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# Constant

In mathematics and the sciences to which mathematics is applied, a constant is a fixed, but possibly unspecified, value. This is in constrast to a variable, which is not fixed.

The most widely mentioned sort of constant is a fixed, but possibly unspecified, number. Usually the term constant is used in connection with mathematical functions of one or more variable arguments. These arguments, or other variables, are often called x, y, or z, using lower-case letters from the end of the English alphabet[?]. Constants are usually denoted by lower-case letters from the beginning of the English alphabet, such as a, b, and c. Of course, some constants have special symbols, because they are specified, such as 1 or π.

### Physical constant

A special case of this may be found in physics, chemistry, and related fields, where certain features of the natural world that are described by numbers are found to have the same value at all times and places.

For example, in Albert Einstein's special theory of relativity, we have the formula

E = mc2.
Here, the letter c stands for the speed of light in a vacuum, which is the same in all physical situations (to the best of current knowledge). In contrast, the letter m stands for the mass of an object, which could be anything, so it is a variable. E stands for the objects rest energy, another variable, and the formula defines a function that gives rest energy in terms of mass. (The variables are not taken from the end of the alphabet because physicists like to use initials as mnemonics for their variable names.)

A constant term is a number that appear as an addend in a formula, such as

f(x) = sin x + c.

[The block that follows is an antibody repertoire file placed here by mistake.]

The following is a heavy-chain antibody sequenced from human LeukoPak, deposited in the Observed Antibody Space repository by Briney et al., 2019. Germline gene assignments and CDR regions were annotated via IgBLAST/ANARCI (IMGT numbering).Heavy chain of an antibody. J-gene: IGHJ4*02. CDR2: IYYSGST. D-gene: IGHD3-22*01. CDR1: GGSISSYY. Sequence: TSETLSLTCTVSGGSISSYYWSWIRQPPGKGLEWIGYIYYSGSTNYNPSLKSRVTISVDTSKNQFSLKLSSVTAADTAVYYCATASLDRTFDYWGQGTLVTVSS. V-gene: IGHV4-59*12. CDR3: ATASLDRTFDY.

Here the constant c is the constant term of the function f. The value of c has not been specified in this formula, but it must be a specifice value for f to be a specific function.

In a polynomial (or a generalisation of a polynomial, such as a Taylor expansion or Fourier expansion[?]), the constant term is associated to the exponent zero. Note that the constant term may be zero, however. In a sense, any formula has a constant term, if you allow the constant term to be zero.

A constant function is a function that only consists of a single constant term:

f(x,y,z) = c.
It assigns the same value c to each possible combination of arguments. The range of a constant function must be the set {c}.

### The empty function

Strictly speaking, the above comments are contradictory, in the case where the domain of the function is the empty set {}. There is only one function with that domain (given any codomain), the empty function[?], and any formula can be used to define the empty function, since the formula won't apply to anything and will therefore never be wrong. This includes a constant formula c; but the range of the empty function is not {c} but instead {}. Most authors will not care, when defining the term "constant function" precisely, whether or not the empty function qualifies, and will use whatever definition is most convenient. Sometimes, however, it is best not to consider the empty function to be constant, and a definition that makes reference to the range is preferable in those situations. (This is much along the same lines of not considering an empty topological space to be connected, or not considering the trivial group to be simple.)

A number that is constant in one place may be a variable in another. Consider the example above, with a function f defined by

f(x) = sin x + c.
Now consider a functional F, a function whose argument is itself another function, defined by
F(g) = g(π/2).
Then for the function f given above, we have
F(f) = c + 1.
In the formula for f(x), we are fixing c and varying x, so c is a constant. But in the formula for F(f), we are varying both c and f, so c is a variable. Even this statements might be false in the presence of some larger context that gives yet another point of view.

Thus, there is no precise definition of "constant" in mathematics; only phrases such as "constant function" or "constant term of a polynomial" can be defined.

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